There’s no good or bad. They say the grass is always greener on the other side and this is exactly why I wanted to write a blog post today. I want to talk about that feeling of envy I get when I see people who are a single number. Not a sum of cultures, various heritage and traditions. Just people who are a single number.

On a side note – I don’t think no one is ever truly a “single number” or made up of a single culture. Watch this beautiful piece to see what I mean: https://www.youtube.com/watch?v=Fw7FhU-G1_Q

I guess I’m referring to people who feel, act and believe with one culture. Sure, they’ve perhaps traveled a few times  here and there but they know where their comfort zone lies. Well, I’m going to be honest, I’m jealous. I wish I had that kind of stability. That sense of belonging you must feel. Your everyday of a lifetime. You’ll grow, experiences a lot, disappointment like the simple joys of life but you’ll always be anchored to a single place.

I wish I had that friend that has been there from the start. The friend I grew up with. Not a friend who I see once every 5 years for an hour. Not a friend that is becoming someone else, simply going along with whatever environment they are now. Like a chameleon.

I wish my family was next door, in the same town or even the same country. I wish I would be able to have dinner with them every Sunday night or maybe every two weeks. Give them a simple call to catch up. Now it’s all likes and comments, some private messages and perhaps pokes to spark up a conversation that should have happened three weeks ago.

Everyone thinks you’re just strolling through life, achieving whatever and being totally independent. Truth? Sometimes, you feel so lonely and wish I had a constant in life.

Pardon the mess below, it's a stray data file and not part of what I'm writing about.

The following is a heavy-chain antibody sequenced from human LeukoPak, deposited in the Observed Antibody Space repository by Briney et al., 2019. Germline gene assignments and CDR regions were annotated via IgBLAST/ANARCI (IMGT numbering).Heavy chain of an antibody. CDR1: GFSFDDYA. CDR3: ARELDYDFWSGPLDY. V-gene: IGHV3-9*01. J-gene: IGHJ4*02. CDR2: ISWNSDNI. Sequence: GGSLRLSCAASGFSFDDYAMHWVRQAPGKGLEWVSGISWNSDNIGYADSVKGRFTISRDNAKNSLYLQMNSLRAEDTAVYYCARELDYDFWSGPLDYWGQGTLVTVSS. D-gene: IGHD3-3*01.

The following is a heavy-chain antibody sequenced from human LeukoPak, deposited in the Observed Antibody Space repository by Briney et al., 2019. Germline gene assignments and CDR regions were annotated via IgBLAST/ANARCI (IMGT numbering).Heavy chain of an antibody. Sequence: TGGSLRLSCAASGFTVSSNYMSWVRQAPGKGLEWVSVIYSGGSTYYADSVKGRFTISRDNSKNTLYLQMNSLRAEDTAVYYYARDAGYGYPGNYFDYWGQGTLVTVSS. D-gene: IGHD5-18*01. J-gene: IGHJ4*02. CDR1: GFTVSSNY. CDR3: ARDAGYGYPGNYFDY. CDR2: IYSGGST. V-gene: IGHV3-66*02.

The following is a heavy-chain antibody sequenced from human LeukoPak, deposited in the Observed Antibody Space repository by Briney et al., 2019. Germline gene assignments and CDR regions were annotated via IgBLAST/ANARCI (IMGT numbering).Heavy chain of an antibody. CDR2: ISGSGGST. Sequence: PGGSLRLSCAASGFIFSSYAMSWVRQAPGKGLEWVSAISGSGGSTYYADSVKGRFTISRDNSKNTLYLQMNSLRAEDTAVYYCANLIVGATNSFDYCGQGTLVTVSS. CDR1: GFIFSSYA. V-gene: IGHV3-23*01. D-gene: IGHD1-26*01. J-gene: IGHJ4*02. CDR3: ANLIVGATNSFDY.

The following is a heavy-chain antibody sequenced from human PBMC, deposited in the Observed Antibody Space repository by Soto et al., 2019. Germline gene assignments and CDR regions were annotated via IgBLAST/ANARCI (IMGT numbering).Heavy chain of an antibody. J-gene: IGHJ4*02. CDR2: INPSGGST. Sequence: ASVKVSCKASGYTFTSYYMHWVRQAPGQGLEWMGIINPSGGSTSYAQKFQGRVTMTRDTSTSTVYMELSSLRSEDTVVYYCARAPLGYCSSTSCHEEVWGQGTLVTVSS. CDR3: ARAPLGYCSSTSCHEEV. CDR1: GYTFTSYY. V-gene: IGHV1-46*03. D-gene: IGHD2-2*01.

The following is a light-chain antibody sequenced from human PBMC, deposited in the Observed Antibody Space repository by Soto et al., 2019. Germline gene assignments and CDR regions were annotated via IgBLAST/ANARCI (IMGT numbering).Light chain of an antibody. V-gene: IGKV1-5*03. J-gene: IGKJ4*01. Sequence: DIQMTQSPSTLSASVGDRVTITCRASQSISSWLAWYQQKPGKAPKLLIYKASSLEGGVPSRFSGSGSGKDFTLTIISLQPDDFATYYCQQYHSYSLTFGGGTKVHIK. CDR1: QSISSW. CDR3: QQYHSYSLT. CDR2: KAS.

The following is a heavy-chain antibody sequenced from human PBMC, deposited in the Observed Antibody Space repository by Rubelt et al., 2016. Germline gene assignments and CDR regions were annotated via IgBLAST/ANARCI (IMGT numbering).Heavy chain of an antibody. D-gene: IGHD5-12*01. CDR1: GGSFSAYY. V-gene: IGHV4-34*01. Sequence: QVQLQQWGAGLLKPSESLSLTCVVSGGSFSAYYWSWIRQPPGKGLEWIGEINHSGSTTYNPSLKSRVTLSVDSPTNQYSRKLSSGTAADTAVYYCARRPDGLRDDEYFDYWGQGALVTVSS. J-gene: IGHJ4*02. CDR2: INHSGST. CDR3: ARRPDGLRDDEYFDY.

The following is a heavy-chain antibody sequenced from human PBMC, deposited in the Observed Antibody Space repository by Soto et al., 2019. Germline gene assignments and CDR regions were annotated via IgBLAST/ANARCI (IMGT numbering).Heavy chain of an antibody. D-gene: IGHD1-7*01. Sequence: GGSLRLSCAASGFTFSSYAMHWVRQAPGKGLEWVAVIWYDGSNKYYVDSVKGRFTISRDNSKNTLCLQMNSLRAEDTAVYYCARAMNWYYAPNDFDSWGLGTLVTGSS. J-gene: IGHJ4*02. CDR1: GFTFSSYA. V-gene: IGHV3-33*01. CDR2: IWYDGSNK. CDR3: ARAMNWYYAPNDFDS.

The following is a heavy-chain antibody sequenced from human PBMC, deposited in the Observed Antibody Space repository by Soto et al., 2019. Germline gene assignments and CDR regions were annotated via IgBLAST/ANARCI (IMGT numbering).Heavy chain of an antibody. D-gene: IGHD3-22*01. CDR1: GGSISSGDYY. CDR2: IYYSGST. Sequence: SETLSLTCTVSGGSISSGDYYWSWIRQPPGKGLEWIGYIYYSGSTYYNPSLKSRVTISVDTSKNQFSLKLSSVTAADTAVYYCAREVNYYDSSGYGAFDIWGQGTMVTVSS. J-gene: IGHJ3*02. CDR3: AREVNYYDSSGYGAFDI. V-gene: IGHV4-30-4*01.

What hurts the most is people who have had that group of friends since they were kids. I wish I had that too.

But you know what? Like written earlier, the grass will always be greener on the other side. Perhaps people with that stability seek that wanderlust you think we portray, or maybe they’d like to experience something different. Another language, another culture, another country.

There will always be pros and cons to everything. 

Third Culture Kids Are The Best Chameleons

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I’m done pretending I’m on a single side.

Truth is, I’m in-between and I’ve always been. On the surface, it seems like we connect and don’t get me wrong, we do connect on several points. Yet, there are moments where it’s like a cold shower, I realise how far apart we are on some points.

And it’s scary, in a way. It’s scary to feel so disconnected all the sudden. Worrying even. Being in-between, you’ll never fit in. If you’re in between cultures, you’ll never truly escape one or truly follow one.

There will always be this part of you, slowly creeping in when you least expect it. You remember that you’re kind of lying to yourself, all over again. You will never “totally fit in” one culture or escape another.

Multiple cultures are exactly what’s making you, you. And it’s not easy when you’re surrounded by people who might not get it. They speak one language, have a certain way of life they’ve had since the start, a country they’ve been in their whole life and feel truly attached to. Yet, you sometimes feel obligated to duplicate yourself just so a part of you can feel truly apart of whatever culture you’re surrounded with.

That sense of belonging you’re looking for? You will never get it by trying to mould yourself into a certain person. They say TCKs are the real chameleons, and they are. If you’re constantly looking to blend into whatever environment you are in by denying parts of you, you’re simply lying to yourself.

We’re all constantly trying to build our identity but the trouble for third culture kids is that we’re juggling with multiple identities, all with the potential to grow. How do you make the perfect blend of these identities without feeling like you are a total outlier?